Looking back at the March articles for the last two years, I notice I made references to the month being cold with drying winds, rendering the soil pleasantly dry to work.
Not so this year, for at the time of writing it is still inclined to rain more than shine. However, planting a large camellia in a Chard garden in the drizzle last week in a heavy loam border, I noticed that although the top three inches of soil were pretty sodden, underneath was surprisingly friable. Chard is the highest town in Somerset and I do not expect to find the same conditions on the Levels just yet. The books will tell you not to dig the borders while the soil is so wet but when needs must, working while standing on a plank will avoid too much goo sticking to your boots.
Despite the most miserable rainy winter ever, it has not been cold. The snowdrops are going over, the daffodils are early and a few days of sunshine will expand the blossom of early cherry trees. I shall be splitting the snowdrop clumps in mid March. This ensures they establish quickly and they are the right way up. Not that they will mind being upside down, but not only would planting dozens of dry bulbs in August be extremely tedious – first you would have to find them!
I have ordered many seed catalogues which make great reading at this time of year. If I had a greenhouse, I would certainly be ordering seeds with a view to imminent sowing. However I have only an unheated conservatory with every window sill chock a block with pots of succulents. I shall wait another week or two before starting to sow seeds. The trouble is with starting too early is not that the seeds don’t grow. They will grow very well on a kitchen window sill and even better if you start them off in a propagator. No, the trouble comes half way through April with seedlings sprouting and no space to prick them out into seed trays, and the conditions still too cold for them to go outside unprotected.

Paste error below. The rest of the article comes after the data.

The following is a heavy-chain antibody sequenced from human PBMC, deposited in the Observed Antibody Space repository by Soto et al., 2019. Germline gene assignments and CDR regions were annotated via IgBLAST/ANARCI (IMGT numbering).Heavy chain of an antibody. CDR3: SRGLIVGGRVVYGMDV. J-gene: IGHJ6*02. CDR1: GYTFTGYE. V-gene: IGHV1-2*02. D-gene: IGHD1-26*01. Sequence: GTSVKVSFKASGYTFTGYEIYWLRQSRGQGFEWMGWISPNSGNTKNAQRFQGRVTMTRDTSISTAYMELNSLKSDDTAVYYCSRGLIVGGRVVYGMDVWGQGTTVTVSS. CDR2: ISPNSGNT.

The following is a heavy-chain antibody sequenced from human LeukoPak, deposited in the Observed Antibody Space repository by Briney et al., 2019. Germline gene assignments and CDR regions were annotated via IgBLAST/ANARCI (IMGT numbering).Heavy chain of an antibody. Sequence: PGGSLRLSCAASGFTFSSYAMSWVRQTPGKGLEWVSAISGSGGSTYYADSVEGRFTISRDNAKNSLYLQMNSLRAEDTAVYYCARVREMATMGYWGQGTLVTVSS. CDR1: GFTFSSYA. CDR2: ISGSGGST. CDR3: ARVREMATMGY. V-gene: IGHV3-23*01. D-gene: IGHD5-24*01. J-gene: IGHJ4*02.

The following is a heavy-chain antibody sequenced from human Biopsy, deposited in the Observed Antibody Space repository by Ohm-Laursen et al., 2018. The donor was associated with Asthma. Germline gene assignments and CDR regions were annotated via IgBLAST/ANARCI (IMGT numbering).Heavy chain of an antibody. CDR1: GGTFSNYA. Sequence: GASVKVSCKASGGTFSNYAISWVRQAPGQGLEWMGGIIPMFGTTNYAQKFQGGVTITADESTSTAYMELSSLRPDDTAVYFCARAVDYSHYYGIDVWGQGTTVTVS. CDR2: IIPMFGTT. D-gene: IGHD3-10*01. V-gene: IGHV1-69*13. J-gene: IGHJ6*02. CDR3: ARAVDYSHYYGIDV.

With this in mind, I shall be sowing seeds only in 9cm pots and probably only 30 – 40 seeds to the pot. Each one if well germinated will fill a full sized seed tray. I usually plant 6 x 4 rows of seedlings, a more generous spacing than is usually suggested but this ensures that each plant has a decent wodge of soil with a healthy root system, thus able to establish quickly and grow to a plant with handsome proportions. Sowing 7 x 5 will be fine for lettuces but 8 x 6 spacing should be used only for tiny seedlings such as begonias and lobelia.
Not having a heated greenhouse, I sow hardy seeds in late March and buy tender bedding plants as plugs in late April, by which time they will be OK to grow on in covered but unheated conditions. That being so, I will put up my pop up 4 tier greenhouse on April 1st and put my seed pots and trays in it. I put a breeze block on the bottom layer as a strong wind can play havoc with these lightweight structures.The greenhouse comes down on 1st June, once all the seedlings have been hardened off or planted. All danger of frost passes by mid May.
To find out more about Kathy and her Garden Design practise click here.
In 1999 Kathy entered and won the first BBC Gardener of the Year competition, and the following year the queue on her garden open day went round the block. As clients were now demanding her services she set up Katherine Crouch Garden Design in early 2000 and has since been designing gardens all over the South West. Proving it wasn’t just a fluke the first time round, she then won BBC Gardener of the Decade in 2008 and the enjoyment of developing gardens continues. Projects range from tiny to large private gardens and commercial work for local town councils and businesses.